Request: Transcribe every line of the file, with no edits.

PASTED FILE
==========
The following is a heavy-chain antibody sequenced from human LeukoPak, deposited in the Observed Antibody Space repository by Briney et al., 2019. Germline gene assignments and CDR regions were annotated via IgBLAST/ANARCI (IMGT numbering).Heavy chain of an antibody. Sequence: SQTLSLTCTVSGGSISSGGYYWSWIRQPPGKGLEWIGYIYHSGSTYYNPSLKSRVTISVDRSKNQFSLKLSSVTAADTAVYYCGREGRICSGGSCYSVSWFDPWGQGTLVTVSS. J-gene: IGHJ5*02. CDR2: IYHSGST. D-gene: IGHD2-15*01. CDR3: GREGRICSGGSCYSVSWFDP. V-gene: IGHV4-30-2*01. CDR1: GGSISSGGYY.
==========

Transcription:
The following is a heavy-chain antibody sequenced from human LeukoPak, deposited in the Observed Antibody Space repository by Briney et al., 2019. Germline gene assignments and CDR regions were annotated via IgBLAST/ANARCI (IMGT numbering).Heavy chain of an antibody. Sequence: SQTLSLTCTVSGGSISSGGYYWSWIRQPPGKGLEWIGYIYHSGSTYYNPSLKSRVTISVDRSKNQFSLKLSSVTAADTAVYYCGREGRICSGGSCYSVSWFDPWGQGTLVTVSS. J-gene: IGHJ5*02. CDR2: IYHSGST. D-gene: IGHD2-15*01. CDR3: GREGRICSGGSCYSVSWFDP. V-gene: IGHV4-30-2*01. CDR1: GGSISSGGYY.